Swedes urged to improve EU’s ‘weak’ disability laws

The EU’s current anti-discrimination proposals are too weak when it comes to disability rights and require strong action from the Swedish Presidency, European Disability Forum (EDF) Director Carlotta Besozzi told EURACTIV in an interview.

Besozzi spent last week at the United Nations in New York, ahead of worldwide discussions on disability rights, due later this month. 

Her visit came in the aftermath of Barack Obama’s landmark decision in July that the US sign up to the United Nations Convention on the Rights of Persons with Disabilities.

While the steps taken by the US are surely positive, the EDF director gave a mixed approval to the outgoing (2004-2009) European Commission in terms of its promoting a progressive disability agenda.

“I think we had a lot of positive steps in the area of transport and passengers’ rights, that’s definitely been one of the big plusses,” she said. 

On the other hand, the EDF is not satisfied with current proposals for anti-discrimination legislation, finding its provisions on disability rights restricted, lacking specifics and “watered down” by previous EU presidencies. 

However, Sweden’s past track record means that its current EU Council Presidency is seen by the disability rights lobby as a great hope for improving the existing proposals.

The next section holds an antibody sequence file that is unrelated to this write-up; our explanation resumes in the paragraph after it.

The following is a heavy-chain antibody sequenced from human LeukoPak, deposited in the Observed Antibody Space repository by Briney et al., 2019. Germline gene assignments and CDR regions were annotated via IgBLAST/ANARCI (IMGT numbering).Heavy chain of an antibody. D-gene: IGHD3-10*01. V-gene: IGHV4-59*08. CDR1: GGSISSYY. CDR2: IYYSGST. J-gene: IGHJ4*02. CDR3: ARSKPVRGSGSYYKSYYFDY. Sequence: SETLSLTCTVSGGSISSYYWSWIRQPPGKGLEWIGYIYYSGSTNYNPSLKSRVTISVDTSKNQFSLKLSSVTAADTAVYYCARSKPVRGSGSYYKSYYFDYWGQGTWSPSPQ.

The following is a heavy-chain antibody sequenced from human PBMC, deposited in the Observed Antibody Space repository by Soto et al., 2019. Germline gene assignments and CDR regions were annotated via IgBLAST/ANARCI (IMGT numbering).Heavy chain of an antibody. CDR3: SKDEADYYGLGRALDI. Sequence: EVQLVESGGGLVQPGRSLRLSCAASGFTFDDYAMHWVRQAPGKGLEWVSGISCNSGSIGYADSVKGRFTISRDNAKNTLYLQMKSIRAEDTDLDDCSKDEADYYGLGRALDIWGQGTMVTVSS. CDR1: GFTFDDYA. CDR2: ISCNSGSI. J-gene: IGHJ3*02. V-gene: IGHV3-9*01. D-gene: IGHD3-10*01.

“It could happen,” says Besozzi, “that the Commission is asked to redraw it or produce a new proposal, which might be a preferable option to us if the final text is not satisfactory”. 

However, “we still hope that the current directive can be improved, particularly if the Swedish presidency works in this direction,” she said. 

Financial crisis hits people with disabilities harder

As regards the global recession, Besozzi believes that people with disabilities have taken a double-hit: on the one hand, companies – particularly SMEs – are increasingly lobbying for loopholes allowing them to rescind previous commitments, while on the other hand, “the impression we have is that when it’s a difficult climate for finding a job, it’s even more difficult for people with disabilities as they have to overcome more prejudice, and companies are less willing to make adjustments in the workplace to accommodate them”.

As a result, the EDF will push strongly for global recovery packages to include stronger clauses on disability commitments at global UN talks later this month. 

To read the interview in full, please click here.

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